Ah, the sweet sting of rejection. They’re like paper cuts—they hurt like hell, but then you forget about them a few minutes later and send out another query, another short story submission, get back to your current work-in-progress, what-have-you. According to the Submissions Grinder, I’ve had 334 rejections for short stories since I started submitting in 2008, which is a lot, but I’ve also had 37 acceptances, which is also kind of a lot. I’ve got around 60 query rejections, a few partial and full manuscript rejections, but if I hadn’t suffered through those cuts, I wouldn’t have a book deal right now. If you’re not getting rejections, you’re not playing the game.
- Felicidades épicas. You’ve been published! Talk to me about that day, receiving the email/call. How did it feel? And What have you done to celebrate since?
Remember what I said about waiting? I began querying in September of 2010, and signed with Jennifer in December 2011. She started submitting THE PREY OF GODS to editors early in 2012. There was interest in the novel early on, and I even talked to an editor at some point, but things fell through, and then there was radio silence for a loooonnnngggg time. Nearly four years of it, but while many agents would have given up after 1 year, and probably most would have given up by year 3, Jennifer kept pushing, kept looking for new opportunities, doing unimaginable amounts of work behind the scenes. Last fall, she told me an editor at Harper Voyager was interested, and next thing I knew I was talking to David Pomerico on the phone, listening to him gush about the novel and his ideas for it. It’s so cool to hear your writing and characters talked about with such enthusiasm. The conversation went really well, and our visions for the book fit together nicely. The next day, he made an offer for THE PREY OF GODS plus another yet to be named book. Suddenly, it felt like everything was happening so fast!
To celebrate, I bought myself a Vitamix blender, one of those fancy high powered ones that’ll grind down anything. I’d been wanting one FOREVER. Like probably as long as I’ve been writing. It’s as awesome as I thought it would be. I also cut my hours at my day job (just told my boss today!) so I’ll have more time to write. That was a super scary thing to do. I’m still trying to come to terms with my writing no longer being a hobby.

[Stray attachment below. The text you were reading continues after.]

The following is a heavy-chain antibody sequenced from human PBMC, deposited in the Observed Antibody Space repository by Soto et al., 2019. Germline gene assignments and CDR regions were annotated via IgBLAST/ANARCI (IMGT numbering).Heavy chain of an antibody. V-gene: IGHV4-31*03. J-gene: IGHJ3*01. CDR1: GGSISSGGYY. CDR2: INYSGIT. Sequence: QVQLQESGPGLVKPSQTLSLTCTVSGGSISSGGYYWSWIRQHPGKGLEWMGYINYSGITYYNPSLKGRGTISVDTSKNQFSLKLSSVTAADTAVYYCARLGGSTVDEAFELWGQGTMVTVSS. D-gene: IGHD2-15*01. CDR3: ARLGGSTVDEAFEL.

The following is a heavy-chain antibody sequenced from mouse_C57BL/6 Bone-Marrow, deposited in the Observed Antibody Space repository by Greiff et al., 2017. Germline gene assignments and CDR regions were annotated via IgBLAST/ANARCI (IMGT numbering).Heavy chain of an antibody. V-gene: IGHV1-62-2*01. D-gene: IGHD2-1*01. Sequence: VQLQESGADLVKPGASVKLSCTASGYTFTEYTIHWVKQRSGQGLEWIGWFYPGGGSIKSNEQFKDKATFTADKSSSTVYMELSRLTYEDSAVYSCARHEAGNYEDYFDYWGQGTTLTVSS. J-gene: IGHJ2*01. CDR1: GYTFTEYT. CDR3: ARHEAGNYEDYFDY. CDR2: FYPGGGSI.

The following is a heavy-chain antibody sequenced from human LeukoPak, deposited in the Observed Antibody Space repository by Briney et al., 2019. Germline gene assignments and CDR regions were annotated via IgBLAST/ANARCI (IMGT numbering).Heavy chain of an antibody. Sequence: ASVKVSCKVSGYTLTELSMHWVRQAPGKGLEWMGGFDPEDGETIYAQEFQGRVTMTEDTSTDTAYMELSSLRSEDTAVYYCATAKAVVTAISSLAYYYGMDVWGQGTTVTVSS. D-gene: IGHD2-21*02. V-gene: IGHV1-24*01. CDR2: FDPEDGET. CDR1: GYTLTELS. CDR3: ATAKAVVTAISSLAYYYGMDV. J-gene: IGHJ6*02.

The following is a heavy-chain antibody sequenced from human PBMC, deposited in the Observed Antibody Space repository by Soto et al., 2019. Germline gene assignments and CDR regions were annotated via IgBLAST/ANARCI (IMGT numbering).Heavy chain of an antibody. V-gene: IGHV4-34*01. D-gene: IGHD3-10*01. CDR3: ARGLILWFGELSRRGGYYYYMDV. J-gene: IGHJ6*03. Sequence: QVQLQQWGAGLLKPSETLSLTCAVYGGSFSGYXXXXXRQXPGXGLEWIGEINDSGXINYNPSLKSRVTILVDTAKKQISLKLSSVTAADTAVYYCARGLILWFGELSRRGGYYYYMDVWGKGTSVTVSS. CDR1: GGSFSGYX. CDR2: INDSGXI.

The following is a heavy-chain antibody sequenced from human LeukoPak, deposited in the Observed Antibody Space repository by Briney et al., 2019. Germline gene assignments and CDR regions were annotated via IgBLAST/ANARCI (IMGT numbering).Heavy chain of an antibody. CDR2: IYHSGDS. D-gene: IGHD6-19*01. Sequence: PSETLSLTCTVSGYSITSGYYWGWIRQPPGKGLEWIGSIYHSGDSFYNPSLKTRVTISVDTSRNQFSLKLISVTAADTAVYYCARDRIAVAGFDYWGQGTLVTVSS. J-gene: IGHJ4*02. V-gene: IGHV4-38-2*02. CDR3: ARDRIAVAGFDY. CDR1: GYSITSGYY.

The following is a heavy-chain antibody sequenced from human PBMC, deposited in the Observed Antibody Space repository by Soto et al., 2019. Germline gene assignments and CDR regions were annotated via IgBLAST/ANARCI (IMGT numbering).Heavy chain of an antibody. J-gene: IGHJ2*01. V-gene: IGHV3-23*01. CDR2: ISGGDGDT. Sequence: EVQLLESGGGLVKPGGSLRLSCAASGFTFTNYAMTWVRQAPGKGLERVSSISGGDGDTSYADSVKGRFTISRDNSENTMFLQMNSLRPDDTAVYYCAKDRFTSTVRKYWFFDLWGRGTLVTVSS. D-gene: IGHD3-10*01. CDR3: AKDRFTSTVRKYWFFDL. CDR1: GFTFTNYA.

- Walk me through the process from that email to getting the final book signed off for release.
So after the contract was agreed upon and signed, David, my editor (it feels so cool to say that!), gave me some notes with suggestions on how to make the story stronger and areas that needed to be smoothed out. Plus he’s big on the mechanics of magic systems, so he encouraged me to define how mine worked to make sure there weren’t any unintentional discrepancies within the story. The revisions he wanted were pretty minor, but since I’d written the story nearly 7 years ago, I had some things I wanted to change, too. However, I didn’t want to change too much, since he already loved the story, but I got a chance to hone some parts to better reflect where I am as a writer now. Plus, I only had about five weeks to get everything shined and polished, and I definitely didn’t want to miss my first writing deadline.
I also figured that this was the time to get some real live beta readers from South Africa to make sure I didn’t get everything totally and completely wrong. I’ve gotten a lot of feedback over the years, so I’m used to the critique process, but I can tell you I’ve never been so nervous as I was to put this novel in front of those beta readers. Writing about cultures and experiences that aren’t my own, I knew I had a lot of blind spots, but even just the act of asking someone to read the novel made me more reflective of what I was intentionally or unintentionally saying. The feedback was overwhelmingly positive, but I definitely had some big goofs I had to fix with names being off and locations being wrong, and I had to reconsider how to represent some sensitive topics. The biggest gain I got from my beta readers was the amount of suggestions they gave me to make the world richer, stuff I would never have thought up on my own—which led to little details like artisans selling miniature robots made from recycled Fanta cans and my characters eating pap en vleis instead of generic soup. The story has a lot more texture now, and I’m truly grateful for my beta readers’ help and honesty.
I turned in my revisions on time (yay), and about a week later, I got more edits back from David, really minor stuff. I fixed those and sent them back in, and that’s where we are so far. More waiting! It’ll be about a year and a half total between when I got the offer and when the book comes out, but having deadlines is definitely making the time fly by. In the meantime, David had me make a Pinterest board of images I thought would make for a good cover, so that’s been fun. (You can check them out here.) Plus, I’ve got Book II (also set in South Africa, but unrelated) to edit, so it’s not like I don’t have enough to keep me busy.
Tips & Tricks: